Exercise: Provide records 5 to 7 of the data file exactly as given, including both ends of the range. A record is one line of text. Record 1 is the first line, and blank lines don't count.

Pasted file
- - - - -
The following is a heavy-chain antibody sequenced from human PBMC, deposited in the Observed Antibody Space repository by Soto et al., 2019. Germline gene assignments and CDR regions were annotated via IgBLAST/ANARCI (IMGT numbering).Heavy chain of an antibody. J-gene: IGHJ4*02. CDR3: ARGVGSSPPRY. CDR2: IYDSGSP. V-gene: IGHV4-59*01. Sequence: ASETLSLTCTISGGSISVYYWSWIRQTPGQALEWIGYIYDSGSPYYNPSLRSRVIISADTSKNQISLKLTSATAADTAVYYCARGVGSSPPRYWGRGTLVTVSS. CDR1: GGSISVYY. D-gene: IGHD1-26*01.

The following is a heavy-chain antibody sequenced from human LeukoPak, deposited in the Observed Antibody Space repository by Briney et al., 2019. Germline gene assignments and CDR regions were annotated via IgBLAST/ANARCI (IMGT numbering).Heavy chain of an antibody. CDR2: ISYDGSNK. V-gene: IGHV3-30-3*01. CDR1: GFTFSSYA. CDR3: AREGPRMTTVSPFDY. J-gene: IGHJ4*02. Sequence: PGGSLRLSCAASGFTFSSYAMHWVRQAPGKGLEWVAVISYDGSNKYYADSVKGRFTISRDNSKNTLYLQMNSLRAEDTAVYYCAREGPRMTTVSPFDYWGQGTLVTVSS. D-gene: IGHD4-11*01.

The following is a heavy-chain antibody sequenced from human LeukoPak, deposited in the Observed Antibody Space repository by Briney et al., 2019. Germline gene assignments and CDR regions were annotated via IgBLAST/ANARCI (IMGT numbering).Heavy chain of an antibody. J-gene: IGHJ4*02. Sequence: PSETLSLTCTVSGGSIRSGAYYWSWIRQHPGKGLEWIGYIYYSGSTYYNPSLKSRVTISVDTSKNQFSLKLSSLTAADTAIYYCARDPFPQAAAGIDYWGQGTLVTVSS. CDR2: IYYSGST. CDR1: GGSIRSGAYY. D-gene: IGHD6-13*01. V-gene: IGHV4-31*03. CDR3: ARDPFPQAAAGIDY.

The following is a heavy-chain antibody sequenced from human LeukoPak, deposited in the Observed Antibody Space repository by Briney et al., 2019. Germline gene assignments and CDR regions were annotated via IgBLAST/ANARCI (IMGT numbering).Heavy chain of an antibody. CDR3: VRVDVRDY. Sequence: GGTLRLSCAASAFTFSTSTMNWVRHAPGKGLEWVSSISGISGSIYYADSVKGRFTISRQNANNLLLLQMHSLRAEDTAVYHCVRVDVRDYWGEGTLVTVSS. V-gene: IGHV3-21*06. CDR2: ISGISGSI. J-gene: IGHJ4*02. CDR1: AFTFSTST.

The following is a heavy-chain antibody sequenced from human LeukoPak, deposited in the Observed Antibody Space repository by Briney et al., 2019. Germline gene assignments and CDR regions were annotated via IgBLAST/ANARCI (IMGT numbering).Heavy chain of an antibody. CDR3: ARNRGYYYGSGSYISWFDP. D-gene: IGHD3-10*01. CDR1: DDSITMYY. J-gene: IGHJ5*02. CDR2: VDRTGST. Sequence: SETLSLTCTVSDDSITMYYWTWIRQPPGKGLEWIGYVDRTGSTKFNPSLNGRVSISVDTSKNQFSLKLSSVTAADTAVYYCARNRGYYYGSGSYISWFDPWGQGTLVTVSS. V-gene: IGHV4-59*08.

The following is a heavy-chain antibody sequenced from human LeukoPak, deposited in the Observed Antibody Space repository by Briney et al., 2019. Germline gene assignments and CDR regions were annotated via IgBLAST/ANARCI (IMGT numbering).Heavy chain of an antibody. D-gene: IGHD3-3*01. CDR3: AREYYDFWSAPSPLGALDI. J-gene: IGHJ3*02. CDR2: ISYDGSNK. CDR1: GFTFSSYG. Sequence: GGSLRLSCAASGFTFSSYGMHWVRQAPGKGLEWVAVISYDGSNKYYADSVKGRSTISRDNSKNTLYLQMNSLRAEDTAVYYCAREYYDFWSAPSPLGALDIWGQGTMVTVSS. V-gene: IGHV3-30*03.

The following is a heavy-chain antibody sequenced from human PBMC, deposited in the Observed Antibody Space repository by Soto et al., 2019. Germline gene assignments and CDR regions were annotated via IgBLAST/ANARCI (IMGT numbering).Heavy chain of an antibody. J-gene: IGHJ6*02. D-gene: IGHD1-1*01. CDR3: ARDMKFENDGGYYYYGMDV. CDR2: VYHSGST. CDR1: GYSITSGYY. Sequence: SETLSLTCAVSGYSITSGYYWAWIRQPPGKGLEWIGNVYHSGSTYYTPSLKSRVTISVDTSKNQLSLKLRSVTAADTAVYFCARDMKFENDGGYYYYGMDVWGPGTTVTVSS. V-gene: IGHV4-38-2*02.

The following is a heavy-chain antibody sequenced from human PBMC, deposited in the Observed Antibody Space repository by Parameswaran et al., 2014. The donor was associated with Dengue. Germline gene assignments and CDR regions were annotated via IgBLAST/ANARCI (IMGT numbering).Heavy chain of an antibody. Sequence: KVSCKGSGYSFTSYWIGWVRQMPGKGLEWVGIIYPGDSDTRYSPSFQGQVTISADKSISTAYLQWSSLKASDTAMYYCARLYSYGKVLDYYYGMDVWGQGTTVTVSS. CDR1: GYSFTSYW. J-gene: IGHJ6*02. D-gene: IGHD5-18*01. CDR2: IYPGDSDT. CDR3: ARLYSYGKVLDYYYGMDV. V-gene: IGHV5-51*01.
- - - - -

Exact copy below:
The following is a heavy-chain antibody sequenced from human LeukoPak, deposited in the Observed Antibody Space repository by Briney et al., 2019. Germline gene assignments and CDR regions were annotated via IgBLAST/ANARCI (IMGT numbering).Heavy chain of an antibody. CDR3: ARNRGYYYGSGSYISWFDP. D-gene: IGHD3-10*01. CDR1: DDSITMYY. J-gene: IGHJ5*02. CDR2: VDRTGST. Sequence: SETLSLTCTVSDDSITMYYWTWIRQPPGKGLEWIGYVDRTGSTKFNPSLNGRVSISVDTSKNQFSLKLSSVTAADTAVYYCARNRGYYYGSGSYISWFDPWGQGTLVTVSS. V-gene: IGHV4-59*08.

The following is a heavy-chain antibody sequenced from human LeukoPak, deposited in the Observed Antibody Space repository by Briney et al., 2019. Germline gene assignments and CDR regions were annotated via IgBLAST/ANARCI (IMGT numbering).Heavy chain of an antibody. D-gene: IGHD3-3*01. CDR3: AREYYDFWSAPSPLGALDI. J-gene: IGHJ3*02. CDR2: ISYDGSNK. CDR1: GFTFSSYG. Sequence: GGSLRLSCAASGFTFSSYGMHWVRQAPGKGLEWVAVISYDGSNKYYADSVKGRSTISRDNSKNTLYLQMNSLRAEDTAVYYCAREYYDFWSAPSPLGALDIWGQGTMVTVSS. V-gene: IGHV3-30*03.

The following is a heavy-chain antibody sequenced from human PBMC, deposited in the Observed Antibody Space repository by Soto et al., 2019. Germline gene assignments and CDR regions were annotated via IgBLAST/ANARCI (IMGT numbering).Heavy chain of an antibody. J-gene: IGHJ6*02. D-gene: IGHD1-1*01. CDR3: ARDMKFENDGGYYYYGMDV. CDR2: VYHSGST. CDR1: GYSITSGYY. Sequence: SETLSLTCAVSGYSITSGYYWAWIRQPPGKGLEWIGNVYHSGSTYYTPSLKSRVTISVDTSKNQLSLKLRSVTAADTAVYFCARDMKFENDGGYYYYGMDVWGPGTTVTVSS. V-gene: IGHV4-38-2*02.